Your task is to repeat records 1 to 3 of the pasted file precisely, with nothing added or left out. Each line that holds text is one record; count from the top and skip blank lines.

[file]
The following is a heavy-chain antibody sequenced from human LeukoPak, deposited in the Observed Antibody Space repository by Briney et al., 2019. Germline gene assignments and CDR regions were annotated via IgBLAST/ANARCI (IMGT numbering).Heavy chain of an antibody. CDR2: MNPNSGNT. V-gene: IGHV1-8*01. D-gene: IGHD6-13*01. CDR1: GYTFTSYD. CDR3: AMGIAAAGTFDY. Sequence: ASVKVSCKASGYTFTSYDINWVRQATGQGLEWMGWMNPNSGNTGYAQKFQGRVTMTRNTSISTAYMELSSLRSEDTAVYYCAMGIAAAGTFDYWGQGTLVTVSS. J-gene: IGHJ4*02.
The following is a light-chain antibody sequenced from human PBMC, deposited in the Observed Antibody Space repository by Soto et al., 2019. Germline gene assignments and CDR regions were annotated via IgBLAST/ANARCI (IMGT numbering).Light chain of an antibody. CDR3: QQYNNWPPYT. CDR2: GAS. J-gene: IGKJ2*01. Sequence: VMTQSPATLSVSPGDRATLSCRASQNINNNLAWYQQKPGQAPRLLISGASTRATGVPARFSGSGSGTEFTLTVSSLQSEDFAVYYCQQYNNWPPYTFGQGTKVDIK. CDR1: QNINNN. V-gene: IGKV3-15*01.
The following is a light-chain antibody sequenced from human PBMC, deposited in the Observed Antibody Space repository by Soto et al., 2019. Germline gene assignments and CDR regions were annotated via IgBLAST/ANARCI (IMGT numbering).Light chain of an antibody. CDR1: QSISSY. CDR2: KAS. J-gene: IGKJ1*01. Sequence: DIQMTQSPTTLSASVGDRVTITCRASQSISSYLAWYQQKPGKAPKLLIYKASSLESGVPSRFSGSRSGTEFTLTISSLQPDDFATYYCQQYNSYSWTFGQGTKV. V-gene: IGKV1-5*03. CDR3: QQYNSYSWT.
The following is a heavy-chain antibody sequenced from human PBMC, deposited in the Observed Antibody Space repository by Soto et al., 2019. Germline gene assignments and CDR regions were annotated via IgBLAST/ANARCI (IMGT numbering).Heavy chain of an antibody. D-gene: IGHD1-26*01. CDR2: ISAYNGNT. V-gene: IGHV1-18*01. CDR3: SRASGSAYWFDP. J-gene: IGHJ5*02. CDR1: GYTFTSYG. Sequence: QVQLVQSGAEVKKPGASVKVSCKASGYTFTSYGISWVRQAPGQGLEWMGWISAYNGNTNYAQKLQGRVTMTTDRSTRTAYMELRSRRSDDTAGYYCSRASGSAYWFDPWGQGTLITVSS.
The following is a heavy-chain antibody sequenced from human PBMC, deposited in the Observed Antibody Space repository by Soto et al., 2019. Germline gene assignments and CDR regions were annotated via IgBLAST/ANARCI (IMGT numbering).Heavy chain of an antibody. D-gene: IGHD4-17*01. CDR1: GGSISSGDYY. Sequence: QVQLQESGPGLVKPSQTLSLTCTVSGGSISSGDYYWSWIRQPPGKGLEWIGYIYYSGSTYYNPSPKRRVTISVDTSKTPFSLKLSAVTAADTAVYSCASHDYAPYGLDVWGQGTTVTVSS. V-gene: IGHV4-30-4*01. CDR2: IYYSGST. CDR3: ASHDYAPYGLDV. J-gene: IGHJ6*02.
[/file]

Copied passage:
The following is a heavy-chain antibody sequenced from human LeukoPak, deposited in the Observed Antibody Space repository by Briney et al., 2019. Germline gene assignments and CDR regions were annotated via IgBLAST/ANARCI (IMGT numbering).Heavy chain of an antibody. CDR2: MNPNSGNT. V-gene: IGHV1-8*01. D-gene: IGHD6-13*01. CDR1: GYTFTSYD. CDR3: AMGIAAAGTFDY. Sequence: ASVKVSCKASGYTFTSYDINWVRQATGQGLEWMGWMNPNSGNTGYAQKFQGRVTMTRNTSISTAYMELSSLRSEDTAVYYCAMGIAAAGTFDYWGQGTLVTVSS. J-gene: IGHJ4*02.
The following is a light-chain antibody sequenced from human PBMC, deposited in the Observed Antibody Space repository by Soto et al., 2019. Germline gene assignments and CDR regions were annotated via IgBLAST/ANARCI (IMGT numbering).Light chain of an antibody. CDR3: QQYNNWPPYT. CDR2: GAS. J-gene: IGKJ2*01. Sequence: VMTQSPATLSVSPGDRATLSCRASQNINNNLAWYQQKPGQAPRLLISGASTRATGVPARFSGSGSGTEFTLTVSSLQSEDFAVYYCQQYNNWPPYTFGQGTKVDIK. CDR1: QNINNN. V-gene: IGKV3-15*01.
The following is a light-chain antibody sequenced from human PBMC, deposited in the Observed Antibody Space repository by Soto et al., 2019. Germline gene assignments and CDR regions were annotated via IgBLAST/ANARCI (IMGT numbering).Light chain of an antibody. CDR1: QSISSY. CDR2: KAS. J-gene: IGKJ1*01. Sequence: DIQMTQSPTTLSASVGDRVTITCRASQSISSYLAWYQQKPGKAPKLLIYKASSLESGVPSRFSGSRSGTEFTLTISSLQPDDFATYYCQQYNSYSWTFGQGTKV. V-gene: IGKV1-5*03. CDR3: QQYNSYSWT.